Calls for reform indicate strong feelings about strict Islamist lifestyle.
Recent street protests in Iran are just as much about the religious repression many Iranians feel as they are about the economic inequities they are facing.
That’s the view of John J. Davenport, the director of the Peace and Justice Studies Program at Fordham University. Davenport, who is also a professor of philosophy at Fordham, reflected on the significance of the protests, which began in late December and have led to hundreds of arrests and almost two dozen deaths. The budding movement, which includes calls for greater personal liberties, may be one more crack in the strict Islamist regime’s grip on the nation.
Davenport spoke with Aleteia on Friday:
Who is protesting?
It seems to be mostly young people in smaller towns all over Iran, not so much the capital, Tehran. And that’s an important point, because that’s where the center of power is, and there were hundreds of thousands of protesters in Tehran in 2009, protesting the reelection of [Iran’s former hardline president, Mahmoud] Ahmadinejad.
This seems to have been more spontaneous, more in outlying towns and small cities. …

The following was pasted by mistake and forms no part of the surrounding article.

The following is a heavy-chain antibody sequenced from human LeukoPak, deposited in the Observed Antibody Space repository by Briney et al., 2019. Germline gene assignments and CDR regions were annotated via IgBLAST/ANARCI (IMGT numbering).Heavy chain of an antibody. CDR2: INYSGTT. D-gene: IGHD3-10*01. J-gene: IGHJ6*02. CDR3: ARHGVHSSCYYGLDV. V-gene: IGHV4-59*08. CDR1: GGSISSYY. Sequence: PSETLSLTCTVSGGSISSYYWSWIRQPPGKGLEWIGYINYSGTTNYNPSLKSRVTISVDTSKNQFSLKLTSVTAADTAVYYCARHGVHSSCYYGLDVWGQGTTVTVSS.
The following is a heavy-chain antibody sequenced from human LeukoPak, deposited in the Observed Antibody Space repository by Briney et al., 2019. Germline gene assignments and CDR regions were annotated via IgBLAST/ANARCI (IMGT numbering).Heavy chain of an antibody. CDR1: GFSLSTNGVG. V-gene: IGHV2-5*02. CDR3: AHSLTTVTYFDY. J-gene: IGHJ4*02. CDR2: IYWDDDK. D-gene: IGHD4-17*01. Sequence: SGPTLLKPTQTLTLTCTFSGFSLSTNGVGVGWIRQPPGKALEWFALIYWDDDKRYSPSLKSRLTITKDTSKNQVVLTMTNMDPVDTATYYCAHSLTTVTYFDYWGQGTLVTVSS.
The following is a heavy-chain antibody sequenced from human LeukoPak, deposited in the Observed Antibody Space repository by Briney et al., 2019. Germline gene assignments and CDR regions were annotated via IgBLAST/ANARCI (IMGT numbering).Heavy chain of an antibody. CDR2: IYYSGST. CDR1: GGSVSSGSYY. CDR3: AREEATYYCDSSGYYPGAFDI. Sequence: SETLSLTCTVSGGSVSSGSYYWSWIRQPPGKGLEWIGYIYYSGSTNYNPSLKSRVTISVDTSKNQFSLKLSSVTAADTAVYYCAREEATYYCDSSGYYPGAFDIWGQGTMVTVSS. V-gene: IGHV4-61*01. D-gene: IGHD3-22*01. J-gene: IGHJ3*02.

Apparently there was this post back in late December, a picture of a woman taking off her headscarf. … That was posted on Instagram by a US-based Iranian woman journalist, and it took off from there. It started a movement of women wearing white on Wednesdays and taking off their headscarves … so that’s become like a little social movement in itself, the White Scarf Protest. …
It looks like the protests have slightly died down, although we’ll see what happens on the next Wednesday. The government has organized massive counter-protests in favor of the government. After letting this run for a few days, the Republican Guard, which answers to the Supreme Leader [Ayatollah Sayyid Ali Hosseini Khamenei] has come out and forcibly suppressed it. Hundreds of people have been arrested, and something like 21, 22 or more people have been killed.
Why are they protesting? What do they want?
Most commentators are pointing to the economic reasons, and I think that’s partly right. But my sense, based on the headscarf factor, is that part of this really is cultural. There have been people in the Iranian middle class—there are more educated people—and this applies outside the capital: it’s not like all of the smaller towns or rural communities are illiterate or something. That’s not the case at all. Iran is a highly educated country. A lot of these middle class people are not happy about the religious repression either. Something upwards of 40 to 45 percent of Iran’s community consists of minority groups, of many different stripes, who don’t necessarily hold with the very strict Shia Islam orthodoxy of the Supreme Leader and his inner circle and his Republican Guard enforcers. So I think that definitely plays a major role. But probably economic upset explains to some extent why there’s been so much spontaneous support among young people. Unemployment is enormous among the youth of Iran.